I would not pay 1.35 percent for somebody to put me in a family of funds. I would not pay 1.35 percent to somebody who was spending 90 percent of his time looking for the next prospect to put into a fee acount.


Nov 28, 2008 10:39 am

I'm with Hank on this one...he sounds like a cheap SOB to me.  Feel free to explore further exactly what he's after, but if he wants you to manage his portfolio by the hour, I'd tell him that's OK, but my minimum annual fee is $X.  My guess is, he thinks you should do everything for a couple hundred bucks a year.  I just fired a client like that and it felt really good...I still smile everytime I think of firing that cheap SOB.

Dec 5, 2008 7:23 pm

So I talked to this cheap asshole and got him to think about annuities, which he said he liked.  He then went to another advisor who he asked his opinion about annuities, and the advisor basically said if he wanted to do an annuity, he should do one through Vanguard.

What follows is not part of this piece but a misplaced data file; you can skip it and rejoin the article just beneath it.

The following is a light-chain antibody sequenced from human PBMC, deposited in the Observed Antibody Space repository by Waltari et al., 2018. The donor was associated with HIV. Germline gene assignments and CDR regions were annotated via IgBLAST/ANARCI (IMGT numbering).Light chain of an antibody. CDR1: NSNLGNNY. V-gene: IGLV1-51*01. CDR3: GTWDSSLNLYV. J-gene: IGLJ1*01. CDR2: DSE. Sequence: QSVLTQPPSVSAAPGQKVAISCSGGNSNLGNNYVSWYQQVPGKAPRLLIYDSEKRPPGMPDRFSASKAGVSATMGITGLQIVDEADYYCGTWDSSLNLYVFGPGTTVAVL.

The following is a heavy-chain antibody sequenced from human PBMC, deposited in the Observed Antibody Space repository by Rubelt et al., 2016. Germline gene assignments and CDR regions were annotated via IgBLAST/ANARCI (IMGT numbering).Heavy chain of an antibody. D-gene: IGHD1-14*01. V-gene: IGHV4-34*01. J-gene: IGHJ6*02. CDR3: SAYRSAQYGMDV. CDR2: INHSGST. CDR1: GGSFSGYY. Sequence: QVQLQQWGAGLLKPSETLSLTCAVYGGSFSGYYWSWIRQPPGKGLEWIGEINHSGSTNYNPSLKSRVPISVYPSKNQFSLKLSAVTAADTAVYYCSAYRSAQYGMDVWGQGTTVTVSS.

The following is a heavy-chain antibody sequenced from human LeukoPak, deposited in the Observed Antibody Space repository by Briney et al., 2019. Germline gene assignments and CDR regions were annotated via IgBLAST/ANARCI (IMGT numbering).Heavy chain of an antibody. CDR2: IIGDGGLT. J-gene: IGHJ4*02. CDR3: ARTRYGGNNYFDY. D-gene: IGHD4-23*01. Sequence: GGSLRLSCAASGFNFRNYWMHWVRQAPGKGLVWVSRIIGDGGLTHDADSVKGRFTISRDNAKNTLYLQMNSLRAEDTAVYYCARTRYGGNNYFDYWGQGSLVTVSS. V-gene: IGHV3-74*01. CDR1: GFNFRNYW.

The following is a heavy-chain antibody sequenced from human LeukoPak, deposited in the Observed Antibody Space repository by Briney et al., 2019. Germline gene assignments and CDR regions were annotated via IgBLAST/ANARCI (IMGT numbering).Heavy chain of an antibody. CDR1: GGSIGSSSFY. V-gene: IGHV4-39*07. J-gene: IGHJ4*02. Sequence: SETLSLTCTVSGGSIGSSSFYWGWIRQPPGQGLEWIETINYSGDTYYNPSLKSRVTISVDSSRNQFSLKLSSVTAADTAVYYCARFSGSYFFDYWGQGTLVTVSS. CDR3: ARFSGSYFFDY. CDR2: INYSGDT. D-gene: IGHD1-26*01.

Knowing nothing about Vanguard annuities, I had nothing to say.  How do Vanguard annuities compare to others like ING or Pru or others?  Is it apples to apples?
Dec 6, 2008 8:56 am

I typically "audit" the amount of time I spend on a client case the first year.  I am fee based, and charge additional flat fees for analytical work.  At the end, I back out any time spent on the client that is based on the thoughts, research or discussions of any investments held within a wrap fee program (cannot charge twice for same service).

 
What I have found, and giving as much benefit of the doubt to the client, is that  I under charge for services.  i.e., a flat fee retainer of $1,200 typically turned out to be an hourly rate charge totaling $2,800 - $4,500.  So I think it is appropriate to charge for the assets you help manage, factor in the value of your time, telephone calls, emails CPA, attorney, mileage etc.